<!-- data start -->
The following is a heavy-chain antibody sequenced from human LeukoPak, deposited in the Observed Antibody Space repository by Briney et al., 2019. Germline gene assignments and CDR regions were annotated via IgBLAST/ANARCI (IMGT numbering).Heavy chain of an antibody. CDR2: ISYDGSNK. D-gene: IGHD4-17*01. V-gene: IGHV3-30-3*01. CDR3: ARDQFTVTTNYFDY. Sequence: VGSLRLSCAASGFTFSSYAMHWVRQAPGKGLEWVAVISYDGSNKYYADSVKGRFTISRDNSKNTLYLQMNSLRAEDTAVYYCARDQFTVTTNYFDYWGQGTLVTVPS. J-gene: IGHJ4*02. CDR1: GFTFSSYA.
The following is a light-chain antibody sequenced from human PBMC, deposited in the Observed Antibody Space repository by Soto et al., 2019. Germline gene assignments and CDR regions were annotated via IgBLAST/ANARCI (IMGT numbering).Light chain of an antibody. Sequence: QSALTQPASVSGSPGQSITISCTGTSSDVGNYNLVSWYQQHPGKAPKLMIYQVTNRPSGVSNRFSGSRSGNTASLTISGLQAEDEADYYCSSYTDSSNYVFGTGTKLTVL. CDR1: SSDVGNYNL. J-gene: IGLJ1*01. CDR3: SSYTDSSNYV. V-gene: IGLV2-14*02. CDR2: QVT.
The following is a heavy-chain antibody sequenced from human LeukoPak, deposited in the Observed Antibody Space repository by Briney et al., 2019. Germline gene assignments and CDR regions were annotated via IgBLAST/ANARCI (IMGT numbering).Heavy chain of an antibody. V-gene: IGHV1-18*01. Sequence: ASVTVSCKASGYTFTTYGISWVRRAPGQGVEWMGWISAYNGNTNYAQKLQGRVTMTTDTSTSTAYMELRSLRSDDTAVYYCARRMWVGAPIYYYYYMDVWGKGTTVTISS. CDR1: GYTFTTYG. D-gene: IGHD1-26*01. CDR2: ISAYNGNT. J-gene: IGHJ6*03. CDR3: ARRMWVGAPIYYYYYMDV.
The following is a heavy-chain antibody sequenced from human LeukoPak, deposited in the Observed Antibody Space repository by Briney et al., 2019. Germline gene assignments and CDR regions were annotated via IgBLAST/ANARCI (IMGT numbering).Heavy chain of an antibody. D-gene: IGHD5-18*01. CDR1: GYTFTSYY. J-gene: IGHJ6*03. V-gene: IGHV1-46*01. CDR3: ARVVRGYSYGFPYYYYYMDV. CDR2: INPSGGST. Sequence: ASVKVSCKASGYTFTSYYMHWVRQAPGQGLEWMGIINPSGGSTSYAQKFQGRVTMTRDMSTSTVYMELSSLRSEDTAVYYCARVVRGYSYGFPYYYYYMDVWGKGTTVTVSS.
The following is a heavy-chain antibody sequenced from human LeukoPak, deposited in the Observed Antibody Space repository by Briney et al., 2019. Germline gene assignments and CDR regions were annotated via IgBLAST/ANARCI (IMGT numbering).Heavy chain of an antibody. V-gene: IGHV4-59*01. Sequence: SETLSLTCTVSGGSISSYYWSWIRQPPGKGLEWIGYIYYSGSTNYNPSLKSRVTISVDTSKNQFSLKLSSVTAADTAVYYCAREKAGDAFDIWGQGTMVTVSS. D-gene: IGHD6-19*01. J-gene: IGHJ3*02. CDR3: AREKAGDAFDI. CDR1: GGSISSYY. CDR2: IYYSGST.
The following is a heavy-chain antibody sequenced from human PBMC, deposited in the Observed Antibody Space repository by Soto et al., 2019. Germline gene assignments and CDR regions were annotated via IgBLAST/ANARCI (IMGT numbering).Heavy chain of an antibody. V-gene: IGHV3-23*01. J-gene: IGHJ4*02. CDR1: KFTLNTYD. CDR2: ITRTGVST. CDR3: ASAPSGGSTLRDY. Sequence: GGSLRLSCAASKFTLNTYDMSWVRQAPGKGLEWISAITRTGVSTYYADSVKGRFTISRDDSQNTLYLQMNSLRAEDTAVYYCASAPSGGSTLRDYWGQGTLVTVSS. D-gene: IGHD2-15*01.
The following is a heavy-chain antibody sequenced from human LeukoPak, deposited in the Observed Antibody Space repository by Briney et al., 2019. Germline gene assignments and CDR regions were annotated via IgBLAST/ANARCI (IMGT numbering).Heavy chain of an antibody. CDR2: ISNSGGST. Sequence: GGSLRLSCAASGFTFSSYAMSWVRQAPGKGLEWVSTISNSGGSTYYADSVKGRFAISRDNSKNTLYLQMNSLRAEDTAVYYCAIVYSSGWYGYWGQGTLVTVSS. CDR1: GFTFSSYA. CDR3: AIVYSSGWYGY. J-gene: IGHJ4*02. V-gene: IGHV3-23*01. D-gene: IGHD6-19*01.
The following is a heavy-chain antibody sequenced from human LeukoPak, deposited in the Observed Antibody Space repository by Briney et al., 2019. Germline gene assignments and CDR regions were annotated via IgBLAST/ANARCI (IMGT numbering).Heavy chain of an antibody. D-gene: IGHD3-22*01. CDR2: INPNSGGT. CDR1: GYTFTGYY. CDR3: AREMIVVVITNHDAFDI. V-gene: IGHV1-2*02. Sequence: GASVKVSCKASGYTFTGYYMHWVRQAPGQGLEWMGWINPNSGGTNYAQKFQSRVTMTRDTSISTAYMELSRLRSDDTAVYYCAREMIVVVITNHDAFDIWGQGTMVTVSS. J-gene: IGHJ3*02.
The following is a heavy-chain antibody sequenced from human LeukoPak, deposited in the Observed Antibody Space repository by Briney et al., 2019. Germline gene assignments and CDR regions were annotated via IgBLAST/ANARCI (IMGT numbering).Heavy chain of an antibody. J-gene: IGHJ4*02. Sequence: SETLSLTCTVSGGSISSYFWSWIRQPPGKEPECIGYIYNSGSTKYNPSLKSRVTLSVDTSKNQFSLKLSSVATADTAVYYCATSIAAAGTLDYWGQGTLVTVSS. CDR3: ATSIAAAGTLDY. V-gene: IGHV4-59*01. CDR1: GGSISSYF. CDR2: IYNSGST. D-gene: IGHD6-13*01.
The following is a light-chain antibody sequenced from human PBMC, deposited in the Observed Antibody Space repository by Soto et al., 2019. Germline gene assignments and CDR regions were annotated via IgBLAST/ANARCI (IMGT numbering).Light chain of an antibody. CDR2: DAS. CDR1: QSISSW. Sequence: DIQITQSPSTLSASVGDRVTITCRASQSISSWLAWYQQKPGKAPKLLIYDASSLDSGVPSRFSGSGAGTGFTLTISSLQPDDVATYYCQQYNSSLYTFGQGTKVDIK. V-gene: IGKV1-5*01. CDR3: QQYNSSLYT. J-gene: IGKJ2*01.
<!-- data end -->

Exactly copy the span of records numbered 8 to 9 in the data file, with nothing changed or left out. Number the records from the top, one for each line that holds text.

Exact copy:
The following is a heavy-chain antibody sequenced from human LeukoPak, deposited in the Observed Antibody Space repository by Briney et al., 2019. Germline gene assignments and CDR regions were annotated via IgBLAST/ANARCI (IMGT numbering).Heavy chain of an antibody. D-gene: IGHD3-22*01. CDR2: INPNSGGT. CDR1: GYTFTGYY. CDR3: AREMIVVVITNHDAFDI. V-gene: IGHV1-2*02. Sequence: GASVKVSCKASGYTFTGYYMHWVRQAPGQGLEWMGWINPNSGGTNYAQKFQSRVTMTRDTSISTAYMELSRLRSDDTAVYYCAREMIVVVITNHDAFDIWGQGTMVTVSS. J-gene: IGHJ3*02.
The following is a heavy-chain antibody sequenced from human LeukoPak, deposited in the Observed Antibody Space repository by Briney et al., 2019. Germline gene assignments and CDR regions were annotated via IgBLAST/ANARCI (IMGT numbering).Heavy chain of an antibody. J-gene: IGHJ4*02. Sequence: SETLSLTCTVSGGSISSYFWSWIRQPPGKEPECIGYIYNSGSTKYNPSLKSRVTLSVDTSKNQFSLKLSSVATADTAVYYCATSIAAAGTLDYWGQGTLVTVSS. CDR3: ATSIAAAGTLDY. V-gene: IGHV4-59*01. CDR1: GGSISSYF. CDR2: IYNSGST. D-gene: IGHD6-13*01.